IF YOU GO
• What: Groundbreaking for new Chattanooga State Community College technical training center
• When: Wednesday, 2 p.m. CDT
• Where: 2100 Main St., Kimball, TN 37380
A groundbreaking ceremony Wednesday will mark the beginning of Chattanooga State Community College's future home in Marion County, Tenn.
The public is invited to celebrate the construction of a $2.6 million, 12,000-square-foot building at 125 acres the county owns on U.S. Highway 41 just inside Kimball, Tenn. It formerly was a horse farm called the Holland Farm.
Years in the planning, the building is the first of seven planned to house a Chattanooga State satellite "campus."
"It's just taken a lot of years to get to this point; we felt we wanted a pretty good celebration," County Mayor John Graham said. Eighty people have RSVP'ed for the groundbreaking, he said. Construction started about six weeks ago, Graham said, and the building's brick walls are already up.
Chattanooga State now is at the "Kimball site," a building at 426 Battle Creek Road in South Pittsburg, Tenn., that formerly housed a heavy construction equipment sales business and a church.
"We're busting at the seams here," site director Julie Bennett said.
Almost 500 students take classes at the Kimball site, Bennett said -- up from about 200 students when Chattanooga State first started offering classes in 1993.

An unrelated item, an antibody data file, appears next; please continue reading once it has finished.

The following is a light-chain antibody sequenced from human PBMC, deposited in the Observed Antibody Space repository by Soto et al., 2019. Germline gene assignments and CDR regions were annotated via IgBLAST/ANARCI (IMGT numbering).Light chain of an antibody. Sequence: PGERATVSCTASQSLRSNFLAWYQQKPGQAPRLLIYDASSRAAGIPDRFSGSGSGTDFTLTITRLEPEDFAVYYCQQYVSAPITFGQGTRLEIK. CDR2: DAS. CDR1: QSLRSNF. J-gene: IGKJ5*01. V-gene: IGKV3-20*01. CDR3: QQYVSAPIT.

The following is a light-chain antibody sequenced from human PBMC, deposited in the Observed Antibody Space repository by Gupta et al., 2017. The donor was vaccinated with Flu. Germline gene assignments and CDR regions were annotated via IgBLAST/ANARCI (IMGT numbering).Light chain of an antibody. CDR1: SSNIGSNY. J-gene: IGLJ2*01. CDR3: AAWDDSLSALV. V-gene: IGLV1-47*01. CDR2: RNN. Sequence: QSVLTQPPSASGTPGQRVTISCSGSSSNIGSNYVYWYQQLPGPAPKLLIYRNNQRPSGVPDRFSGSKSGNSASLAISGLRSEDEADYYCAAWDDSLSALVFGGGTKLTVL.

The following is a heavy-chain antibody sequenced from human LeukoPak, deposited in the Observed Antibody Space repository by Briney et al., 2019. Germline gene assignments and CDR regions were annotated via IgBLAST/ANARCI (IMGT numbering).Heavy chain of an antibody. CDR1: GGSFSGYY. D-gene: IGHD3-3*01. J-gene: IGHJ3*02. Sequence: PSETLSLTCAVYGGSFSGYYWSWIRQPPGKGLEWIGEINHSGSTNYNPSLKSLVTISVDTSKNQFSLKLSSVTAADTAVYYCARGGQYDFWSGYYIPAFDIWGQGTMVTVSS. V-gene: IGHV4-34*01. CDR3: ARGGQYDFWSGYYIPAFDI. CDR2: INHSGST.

Graham said construction of the new building should be finished in May. The college may offer some classes there next summer, Bennett said, and should move in fully by the fall. The new building will be home to general education courses, she said, and to a science lab -- something the Kimball site building lacks. Cosmetology and welding courses will remain at the Kimball site, she said, until a 30,000-square-foot technical building goes up on the former farm site.
Ultimately, plans call for seven buildings on the new site.
"We're building the first phase of a multibuilding project," Graham said. "It's going to take multiple years to build out."
Marion County sold $1.5 million in bonds to buy the Holland Farm land, Graham said. The county also got a variety of grants to construct the new site.
The county will own the new building and lease it to the college.
"That's not the normal way," Graham said. "Most community colleges in Tennessee, the building are [state]-owned. We wanted to put seed money in it and get it started."
Contact staff writer Tim Omarzu at tomarzu@timesfree press.com or 423-757-6651.
Tim Omarzu covers education for the Times Free Press. Omarzu is a longtime journalist who has worked as a reporter and editor at daily and weekly newspapers in Michigan, Nevada and California.